Prof Pandit and colleagues also show, for the first time, that the productivity gains cited in support of overlapping surgery are false. It is inevitable that if an extra operating theatre is available to a single surgeon, then that surgeon’s number of cases will increase as compared with operating from just one theatre. However, it is impossible (for mathematical reasons shown in the paper) for this to exceed the number of the same operations performed by two surgeons in separate theatres. The authors say: “The real question is how productivity of one surgeon working across two overlapping operating theatres compares with two surgeons focused on their own lists.”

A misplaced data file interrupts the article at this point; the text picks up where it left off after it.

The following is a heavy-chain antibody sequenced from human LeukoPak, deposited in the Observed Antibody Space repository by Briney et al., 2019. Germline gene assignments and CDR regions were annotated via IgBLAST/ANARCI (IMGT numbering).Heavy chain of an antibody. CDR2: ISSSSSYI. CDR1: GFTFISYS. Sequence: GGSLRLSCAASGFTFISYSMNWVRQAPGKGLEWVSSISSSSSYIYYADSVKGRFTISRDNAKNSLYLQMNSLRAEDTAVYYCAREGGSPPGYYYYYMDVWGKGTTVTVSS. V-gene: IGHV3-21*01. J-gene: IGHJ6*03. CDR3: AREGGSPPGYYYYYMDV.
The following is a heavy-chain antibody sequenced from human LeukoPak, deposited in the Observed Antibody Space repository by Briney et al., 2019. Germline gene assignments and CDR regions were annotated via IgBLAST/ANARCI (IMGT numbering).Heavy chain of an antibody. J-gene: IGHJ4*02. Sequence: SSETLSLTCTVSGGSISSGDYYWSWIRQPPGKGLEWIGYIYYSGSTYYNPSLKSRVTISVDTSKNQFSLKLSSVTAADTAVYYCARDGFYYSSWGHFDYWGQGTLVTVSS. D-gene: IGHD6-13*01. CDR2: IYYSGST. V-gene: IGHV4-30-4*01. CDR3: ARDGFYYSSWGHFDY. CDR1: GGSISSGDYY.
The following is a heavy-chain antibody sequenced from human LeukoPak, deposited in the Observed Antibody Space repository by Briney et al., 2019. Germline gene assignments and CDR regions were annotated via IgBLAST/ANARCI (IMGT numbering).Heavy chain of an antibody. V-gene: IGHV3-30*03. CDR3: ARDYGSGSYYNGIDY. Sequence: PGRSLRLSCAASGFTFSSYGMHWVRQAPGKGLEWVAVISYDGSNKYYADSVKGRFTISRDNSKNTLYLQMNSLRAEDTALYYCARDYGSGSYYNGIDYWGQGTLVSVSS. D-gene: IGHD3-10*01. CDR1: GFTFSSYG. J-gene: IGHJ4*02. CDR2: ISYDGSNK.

That said, overlapping surgery could be useful in the UK NHS in hard-pressed specialties where there are not enough surgeons to staff more than one theatre; or where only one surgeon has volunteered for extra evening/weekend lists where there are anaesthetists and nursing staff available to cover the extra theatres.
They conclude: “Ultimately, any perceived benefits of introducing overlapping surgery should be balanced against the perhaps small, but very real risks it can present to patient outcomes, safety, training and patient autonomy. The experience of Massachusetts General Hospital underlines that there should be advanced agreement and buy-in of all specialties and stakeholders, including patient or lay representatives, before overlapping surgery is introduced. This should be coupled with a programme of education (in the background theory) and training (in the practical workflow changes required) for all staff involved.”Back to HCB News